S. Davies on Non-Western Art

In Stecker and Gracyk, Aesthetics Today (2010) 

This document is a summary of Davies. 
My personal comments are in red. 

Although every society appears to have art, not every society has an artworld. (An "artworld" is social structure that determines who gets to make art, what gets counted as art, how you become an artist, and so forth.) So the institutional definition of art does not appear to define art in non-Western cases.

This issue of institutions is related to conscious use of a concept of art. Some anthropologists reason as follows:

(1) Our concept of art says that, in order to distinguish art from craft, art lacks ordinary utility. (Collingwood is an example of this view.)

(2) Many traditional non-Western societies do not make any conceptual distinction between art and craft. Or they are unconscious about what they are doing.

Therefore, many non-Western societies do not have art.

At most, this use of "art" is restricted to FINE or HIGH art, which is a recent historical development.

This fact poses a problem. Either Shakespeare's plays are not art, or they became art retrospectively. But based on what? There must be a way to pick out art in "our" own past, and that will be a way that we identify art in societies lacking the concept.

Against the "unconscious" point, something can be unthinkingly done, but it does not mean that people are unable to think about it at other times, such as when confronted with alternatives. When a society confronts new alternatives, they often become very concerned about their cultural history and identitiy. (I don't consciously think about using my turn signal when I drive. It doesn't follow that I don't have any conscious control over what I'm doing. Nor does it follow that I do it unintentionally.)

So , what concept of art captures the art of non-Western, traditional societies?

The institutional account, as described by Arthur Danto, fails miserably. Danto asks us to imagine two groups, one of which has a theoretically complex respect for baskets, while the second group has the same, but for pots. Both make both pots and baskets, and outsiders can't tell them apart. (Think of Duchamp's readymades here!) Dutton thinks that this argument is not plausible, because the two groups would value the two kinds of things very differently. No group would invest the same effort in the trivial objects. The making and design of the more important objects will display a higher level of aesthetic achievement.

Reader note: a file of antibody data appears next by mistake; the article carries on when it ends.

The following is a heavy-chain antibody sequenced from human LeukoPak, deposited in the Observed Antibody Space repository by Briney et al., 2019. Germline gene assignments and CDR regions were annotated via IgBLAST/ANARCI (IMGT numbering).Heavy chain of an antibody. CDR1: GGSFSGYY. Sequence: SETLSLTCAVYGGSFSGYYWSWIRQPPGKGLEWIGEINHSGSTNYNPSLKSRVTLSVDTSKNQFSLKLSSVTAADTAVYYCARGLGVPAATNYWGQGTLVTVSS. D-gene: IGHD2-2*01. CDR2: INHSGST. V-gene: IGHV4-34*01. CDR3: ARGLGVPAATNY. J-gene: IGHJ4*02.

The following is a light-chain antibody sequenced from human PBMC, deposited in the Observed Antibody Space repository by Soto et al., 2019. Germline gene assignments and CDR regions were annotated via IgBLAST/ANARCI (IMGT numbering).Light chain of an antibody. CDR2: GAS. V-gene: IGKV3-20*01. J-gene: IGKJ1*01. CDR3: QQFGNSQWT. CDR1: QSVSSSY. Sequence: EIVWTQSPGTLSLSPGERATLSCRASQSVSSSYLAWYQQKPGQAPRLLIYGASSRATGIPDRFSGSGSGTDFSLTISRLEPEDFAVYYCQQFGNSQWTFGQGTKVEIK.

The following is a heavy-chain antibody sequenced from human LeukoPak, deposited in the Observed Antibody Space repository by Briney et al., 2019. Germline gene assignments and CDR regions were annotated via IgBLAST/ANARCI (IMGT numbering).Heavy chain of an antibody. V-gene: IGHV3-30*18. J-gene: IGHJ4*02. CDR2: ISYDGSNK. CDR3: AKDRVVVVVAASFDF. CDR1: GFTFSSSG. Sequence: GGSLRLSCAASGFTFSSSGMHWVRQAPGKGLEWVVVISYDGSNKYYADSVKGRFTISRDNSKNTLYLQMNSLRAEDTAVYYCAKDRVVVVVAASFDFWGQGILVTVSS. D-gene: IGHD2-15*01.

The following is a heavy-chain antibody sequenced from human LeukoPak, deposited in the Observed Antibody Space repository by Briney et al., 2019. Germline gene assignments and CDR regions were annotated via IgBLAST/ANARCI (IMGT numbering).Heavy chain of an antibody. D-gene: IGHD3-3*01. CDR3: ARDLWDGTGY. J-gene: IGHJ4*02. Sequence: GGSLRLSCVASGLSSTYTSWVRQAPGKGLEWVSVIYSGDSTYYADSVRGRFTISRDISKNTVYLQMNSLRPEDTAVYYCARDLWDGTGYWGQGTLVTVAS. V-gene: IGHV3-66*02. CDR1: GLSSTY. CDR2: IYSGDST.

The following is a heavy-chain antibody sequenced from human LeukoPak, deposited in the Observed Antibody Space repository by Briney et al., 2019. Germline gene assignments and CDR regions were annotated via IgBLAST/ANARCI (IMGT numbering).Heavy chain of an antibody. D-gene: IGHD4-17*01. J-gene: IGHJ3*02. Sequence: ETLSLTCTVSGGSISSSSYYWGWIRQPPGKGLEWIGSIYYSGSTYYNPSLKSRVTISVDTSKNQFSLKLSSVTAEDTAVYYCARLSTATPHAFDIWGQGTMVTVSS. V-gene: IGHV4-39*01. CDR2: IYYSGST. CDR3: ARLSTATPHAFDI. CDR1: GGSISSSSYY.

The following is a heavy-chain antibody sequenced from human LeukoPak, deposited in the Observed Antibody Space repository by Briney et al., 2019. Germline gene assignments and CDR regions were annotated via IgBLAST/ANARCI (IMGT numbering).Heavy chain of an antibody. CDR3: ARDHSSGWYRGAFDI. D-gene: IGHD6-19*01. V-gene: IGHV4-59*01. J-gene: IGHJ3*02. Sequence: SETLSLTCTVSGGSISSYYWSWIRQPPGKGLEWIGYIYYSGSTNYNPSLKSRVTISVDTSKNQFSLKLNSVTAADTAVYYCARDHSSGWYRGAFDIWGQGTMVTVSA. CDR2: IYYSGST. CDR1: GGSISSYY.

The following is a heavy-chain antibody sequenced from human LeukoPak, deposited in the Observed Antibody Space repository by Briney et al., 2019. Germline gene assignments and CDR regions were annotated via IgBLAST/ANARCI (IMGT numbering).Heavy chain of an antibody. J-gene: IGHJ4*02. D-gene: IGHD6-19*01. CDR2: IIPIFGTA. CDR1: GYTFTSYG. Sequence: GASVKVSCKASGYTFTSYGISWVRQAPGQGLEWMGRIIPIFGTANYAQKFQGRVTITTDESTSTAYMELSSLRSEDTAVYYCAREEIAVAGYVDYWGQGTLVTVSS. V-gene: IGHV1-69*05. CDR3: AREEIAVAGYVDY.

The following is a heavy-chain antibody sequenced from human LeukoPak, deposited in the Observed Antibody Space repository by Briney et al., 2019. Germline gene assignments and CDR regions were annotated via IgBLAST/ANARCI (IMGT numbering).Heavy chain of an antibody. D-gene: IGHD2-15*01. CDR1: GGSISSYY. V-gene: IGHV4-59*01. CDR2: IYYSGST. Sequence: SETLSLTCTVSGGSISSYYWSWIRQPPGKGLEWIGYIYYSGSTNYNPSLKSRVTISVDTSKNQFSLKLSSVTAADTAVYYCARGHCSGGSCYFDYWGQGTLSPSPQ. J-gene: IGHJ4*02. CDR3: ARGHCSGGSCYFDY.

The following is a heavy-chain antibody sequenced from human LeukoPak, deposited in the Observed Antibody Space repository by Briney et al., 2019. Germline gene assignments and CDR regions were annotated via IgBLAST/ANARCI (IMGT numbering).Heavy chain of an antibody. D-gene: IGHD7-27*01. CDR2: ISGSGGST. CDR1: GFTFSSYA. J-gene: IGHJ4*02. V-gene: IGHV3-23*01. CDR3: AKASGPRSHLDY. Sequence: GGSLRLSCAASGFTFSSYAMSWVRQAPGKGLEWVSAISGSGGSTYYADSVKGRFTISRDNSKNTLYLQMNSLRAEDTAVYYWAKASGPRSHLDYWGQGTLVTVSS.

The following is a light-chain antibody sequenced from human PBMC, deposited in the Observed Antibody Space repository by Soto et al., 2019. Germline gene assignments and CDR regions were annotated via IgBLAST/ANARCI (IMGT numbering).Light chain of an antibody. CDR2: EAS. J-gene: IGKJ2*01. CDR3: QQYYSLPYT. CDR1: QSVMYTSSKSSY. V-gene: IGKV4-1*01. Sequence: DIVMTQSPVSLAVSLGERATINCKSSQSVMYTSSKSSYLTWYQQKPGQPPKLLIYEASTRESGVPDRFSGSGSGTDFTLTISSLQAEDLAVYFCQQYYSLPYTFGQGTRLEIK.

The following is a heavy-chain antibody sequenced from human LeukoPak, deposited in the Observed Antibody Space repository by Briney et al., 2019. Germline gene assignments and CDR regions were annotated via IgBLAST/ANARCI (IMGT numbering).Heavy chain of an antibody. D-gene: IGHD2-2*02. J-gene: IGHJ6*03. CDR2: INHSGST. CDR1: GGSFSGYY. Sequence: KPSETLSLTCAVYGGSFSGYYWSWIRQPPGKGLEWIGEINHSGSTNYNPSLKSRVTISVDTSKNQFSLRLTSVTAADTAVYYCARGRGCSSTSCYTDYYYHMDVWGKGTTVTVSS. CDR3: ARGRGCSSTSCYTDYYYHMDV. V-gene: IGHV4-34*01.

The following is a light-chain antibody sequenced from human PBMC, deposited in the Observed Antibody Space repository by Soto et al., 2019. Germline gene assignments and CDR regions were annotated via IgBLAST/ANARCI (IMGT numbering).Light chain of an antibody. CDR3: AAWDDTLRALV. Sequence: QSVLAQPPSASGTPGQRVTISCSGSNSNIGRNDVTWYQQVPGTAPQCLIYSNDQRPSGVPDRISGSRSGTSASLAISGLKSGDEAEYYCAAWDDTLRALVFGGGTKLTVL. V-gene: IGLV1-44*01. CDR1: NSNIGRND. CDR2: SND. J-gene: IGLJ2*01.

Dutton's answer to Danto gives us the key.

If the objects made by non-Western societies display "humanly produced aesthetic features," we tend to recognize them as art. (We are not talking about trivial amounts of finishing or decoration. We are talking about cases where the total object is meant to be evaluated while taking account of its aesthetic dimension. The objects are art when they are non-incidentally aesthetic.) And we do this even if the group does not have a concept that distinguishes things in this way.

He is saying that we CANNOT normally relate to another culture's non-aesthetic intentions and messages. But we can relate to the aesthetic value.

Does this strategy require an aesthetic definition of art? NO. Aesthetic excellence is historically necessary for the presence of art in any given society, but societies can become theoretically complex in a way that prevents outsider recognition of aesthetic merit, or aesthetic merit can be tossed aside as a goal. So aesthetic excellence is not part of art's definition.

This strategy allows us to identify some art in non-Western cultures. We can recognize a universal human intention without having to explore the detailed intentions of "artists," or learning about the cultural organization of the group (in order to see if there is an "artworld" system in place).  


                        Last updated Feb.23, 2019 ~ All text 2011 Theodore Gracyk